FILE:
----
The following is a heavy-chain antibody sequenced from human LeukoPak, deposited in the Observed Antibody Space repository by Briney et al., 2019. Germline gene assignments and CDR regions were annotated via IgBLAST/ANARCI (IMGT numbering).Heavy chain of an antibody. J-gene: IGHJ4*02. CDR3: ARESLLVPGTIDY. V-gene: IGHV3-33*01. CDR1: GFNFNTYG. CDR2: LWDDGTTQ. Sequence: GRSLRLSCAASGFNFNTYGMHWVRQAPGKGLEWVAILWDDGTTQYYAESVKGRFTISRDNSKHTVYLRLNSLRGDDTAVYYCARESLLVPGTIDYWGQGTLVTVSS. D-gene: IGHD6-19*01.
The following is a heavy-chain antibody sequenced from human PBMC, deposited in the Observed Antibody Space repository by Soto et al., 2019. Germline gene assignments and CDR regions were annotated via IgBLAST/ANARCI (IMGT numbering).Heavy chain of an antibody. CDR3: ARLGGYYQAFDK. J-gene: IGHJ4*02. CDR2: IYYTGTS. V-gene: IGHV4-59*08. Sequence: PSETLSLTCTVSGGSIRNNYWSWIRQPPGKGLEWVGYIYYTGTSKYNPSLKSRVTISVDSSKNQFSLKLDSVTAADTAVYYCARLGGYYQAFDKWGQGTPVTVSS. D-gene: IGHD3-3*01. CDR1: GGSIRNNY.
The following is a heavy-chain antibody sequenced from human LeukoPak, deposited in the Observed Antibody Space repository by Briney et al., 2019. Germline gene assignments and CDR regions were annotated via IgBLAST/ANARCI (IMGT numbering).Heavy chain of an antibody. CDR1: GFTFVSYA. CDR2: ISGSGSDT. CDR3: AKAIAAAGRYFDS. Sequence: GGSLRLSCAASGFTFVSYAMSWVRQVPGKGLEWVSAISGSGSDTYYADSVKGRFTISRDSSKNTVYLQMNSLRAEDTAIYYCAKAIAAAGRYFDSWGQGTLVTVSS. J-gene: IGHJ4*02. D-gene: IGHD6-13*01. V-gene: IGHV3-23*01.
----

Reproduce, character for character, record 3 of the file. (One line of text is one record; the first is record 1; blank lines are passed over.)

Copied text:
The following is a heavy-chain antibody sequenced from human LeukoPak, deposited in the Observed Antibody Space repository by Briney et al., 2019. Germline gene assignments and CDR regions were annotated via IgBLAST/ANARCI (IMGT numbering).Heavy chain of an antibody. CDR1: GFTFVSYA. CDR2: ISGSGSDT. CDR3: AKAIAAAGRYFDS. Sequence: GGSLRLSCAASGFTFVSYAMSWVRQVPGKGLEWVSAISGSGSDTYYADSVKGRFTISRDSSKNTVYLQMNSLRAEDTAIYYCAKAIAAAGRYFDSWGQGTLVTVSS. J-gene: IGHJ4*02. D-gene: IGHD6-13*01. V-gene: IGHV3-23*01.